I never intended to write a book.
In 2008, I was teaching sex ed classes to 7th graders. I was 37, getting ready to send my only child off to college, and floating around in a long term relationship with a cop who had a magazine addiction and tool hoarding issue. If he paid a bill now and again, I might have endured the landslide of Popular Mechanics and collection of antique hand planes that made their way from eBay to my bedroom. I knew the relationship had to end but I wasn’t sure if I was going to be the one to end it or if I would suffocate under another collapse of piled high periodicals.
Column by Caroline E. Zani, author of PIPER, ONCE AND AGAIN
(July 11, 2016, Wyatt-MacKenzie Publishing). Caroline is a spirit
medium and author quite by chance. She loves nothing more than to
work with people who come to her feeling lost and broken and showing
them the amazing gift of intuition they didn’t know they had. She resides
in Massachusetts with her husband, daughter and many four-legged friends.
Follow her on Facebook and Twitter.
Feeling conflicted and bored, I finally accepted an invitation to a much talked about pocketbook party at which there would also be a woman reading cards. Knowing I didn’t need a knock-off purse and certainly not interested in having Oda May Brown making up my future by looking at playing cards while taking my money, I left my house. I figured I could have a glass of wine and escape relatively unscathed by buying the cheapest wristlet that would probably only see the inside of my closet until spring cleaning when I would most likely donate it. The evening was everything I thought it would be and as the hostess was looking for my coat another woman approached and asked, “Are you writing a book?” I told her, “No, but I always say I’m going to.” She told me she saw me writing a book and that it was going to be very important—that people need the story and it will help them. And to this day, I laugh when I remember her saying, “It will catapult you to very different work.” I then realized that she was the card reader from the den. She certainly did not look a bit like Whoopi’s character in Ghost and she was not wearing a scarf on her head. She seemed like a very normal, well put together, articulate woman. I shrugged and put my coat on. I accepted her business card with no intention of ever looking at it and so I felt it belonged zipped safely in my new wristlet (on sale for $23).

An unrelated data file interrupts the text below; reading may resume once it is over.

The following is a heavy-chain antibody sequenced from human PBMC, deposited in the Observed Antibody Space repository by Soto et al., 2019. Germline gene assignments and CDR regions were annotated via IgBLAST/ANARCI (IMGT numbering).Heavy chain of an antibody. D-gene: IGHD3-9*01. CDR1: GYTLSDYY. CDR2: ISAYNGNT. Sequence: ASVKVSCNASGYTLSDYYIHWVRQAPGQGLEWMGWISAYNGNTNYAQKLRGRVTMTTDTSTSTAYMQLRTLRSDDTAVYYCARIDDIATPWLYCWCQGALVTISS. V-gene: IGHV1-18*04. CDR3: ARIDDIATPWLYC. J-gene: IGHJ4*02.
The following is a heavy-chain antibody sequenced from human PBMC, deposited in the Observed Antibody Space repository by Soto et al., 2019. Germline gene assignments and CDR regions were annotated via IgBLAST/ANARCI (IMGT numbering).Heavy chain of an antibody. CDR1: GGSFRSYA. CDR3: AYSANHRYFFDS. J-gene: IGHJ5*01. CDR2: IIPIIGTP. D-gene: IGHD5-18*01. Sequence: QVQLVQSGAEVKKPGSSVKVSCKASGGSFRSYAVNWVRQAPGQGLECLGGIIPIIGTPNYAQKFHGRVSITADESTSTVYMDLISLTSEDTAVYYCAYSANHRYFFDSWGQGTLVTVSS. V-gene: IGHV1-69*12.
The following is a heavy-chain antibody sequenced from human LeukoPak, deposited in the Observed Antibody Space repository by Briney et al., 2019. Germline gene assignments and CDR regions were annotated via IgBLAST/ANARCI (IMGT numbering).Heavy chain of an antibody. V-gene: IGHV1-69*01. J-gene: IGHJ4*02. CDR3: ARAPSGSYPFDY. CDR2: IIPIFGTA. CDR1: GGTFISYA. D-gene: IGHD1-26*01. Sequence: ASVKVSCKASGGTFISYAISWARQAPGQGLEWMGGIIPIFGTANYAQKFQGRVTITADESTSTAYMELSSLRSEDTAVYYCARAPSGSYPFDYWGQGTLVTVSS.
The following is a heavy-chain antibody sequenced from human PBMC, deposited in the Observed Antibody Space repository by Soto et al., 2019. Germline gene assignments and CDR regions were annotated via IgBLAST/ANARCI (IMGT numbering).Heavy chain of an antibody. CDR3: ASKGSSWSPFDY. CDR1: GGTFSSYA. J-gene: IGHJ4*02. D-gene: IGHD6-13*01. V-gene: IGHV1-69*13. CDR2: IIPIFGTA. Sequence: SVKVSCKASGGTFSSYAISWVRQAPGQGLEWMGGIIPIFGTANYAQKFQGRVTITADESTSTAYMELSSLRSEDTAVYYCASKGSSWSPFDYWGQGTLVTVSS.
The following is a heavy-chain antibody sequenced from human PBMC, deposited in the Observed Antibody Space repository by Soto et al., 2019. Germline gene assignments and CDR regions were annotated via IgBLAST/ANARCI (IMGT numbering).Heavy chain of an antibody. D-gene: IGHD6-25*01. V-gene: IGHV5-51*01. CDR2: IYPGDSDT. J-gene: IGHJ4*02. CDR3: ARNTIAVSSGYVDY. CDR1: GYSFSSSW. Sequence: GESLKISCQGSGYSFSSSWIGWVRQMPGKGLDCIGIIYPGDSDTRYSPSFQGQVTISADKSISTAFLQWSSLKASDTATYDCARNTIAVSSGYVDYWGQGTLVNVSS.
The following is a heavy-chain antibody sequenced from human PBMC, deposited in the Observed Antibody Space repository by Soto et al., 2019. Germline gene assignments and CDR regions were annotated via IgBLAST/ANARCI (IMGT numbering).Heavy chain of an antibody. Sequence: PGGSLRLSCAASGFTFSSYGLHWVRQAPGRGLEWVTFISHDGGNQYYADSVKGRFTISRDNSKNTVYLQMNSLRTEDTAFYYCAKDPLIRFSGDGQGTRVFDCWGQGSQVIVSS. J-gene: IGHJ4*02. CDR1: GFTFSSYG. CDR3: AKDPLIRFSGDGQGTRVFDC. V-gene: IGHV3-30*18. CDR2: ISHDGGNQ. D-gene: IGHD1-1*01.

I went home intrigued and tired, but more so intrigued. I poured half of a glass of wine and sat at my computer and opened a Word document. Looking past the screen in front of me suddenly there were names, faces, scents, scenes and truly another world there. I started typing what I saw—as it really, incredibly, was just right there as if it was just waiting for me. And so it went for the next 76 consecutive evenings. Chapter after chapter, I diligently captured a novel from that ethereal space beyond my computer screen and behind my physical eyes.
Not knowing what to do with my manuscript, I resigned it to a shelf above my computer. Almost exactly a year later my life was in tatters—a grim grey landscape of despair.
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I was raped by a prominent doctor and got a firsthand look at what “justice” means in the court system. Badly broken and with newfound abilities to receive and deliver messages from people who have passed, I thought I’d lost my mind. That’s a column for another day, but as it turns out I hadn’t lost my mind and instead found my path and, thankfully, a mentor who could help me understand how an out-of -body experience during a traumatic event can change you and not necessarily in negative ways.
After contacting the number of the woman on that tucked away business card and hearing that I had a lot of unseen help with my novel, I knew she was right. This book was going to help people as it helped me during my darkest days. Feeling lifeless and alone, I would flip through my manuscript and see words I hadn’t remembered writing but they helped me take the next breath.
Another year passed and I handed off my manuscript to a woman at her request and she sent it to another woman in L.A. who contacted her agent who pitched another title to a press in Oregon. Nancy Clearly of Wyatt-Mackenzie Publishing turned that title down and inquired about PIPER, ONCE AND AGAIN. From there, it has been an amazing journey of understanding that life has a bigger imagination for us if we are open to the synchronicity and rhythm all around us. If it weren’t for my life exploding in a big way, that manuscript would still be on my shelf. Instead, it’s being released with fantastic advanced praise. I am one grateful writer.
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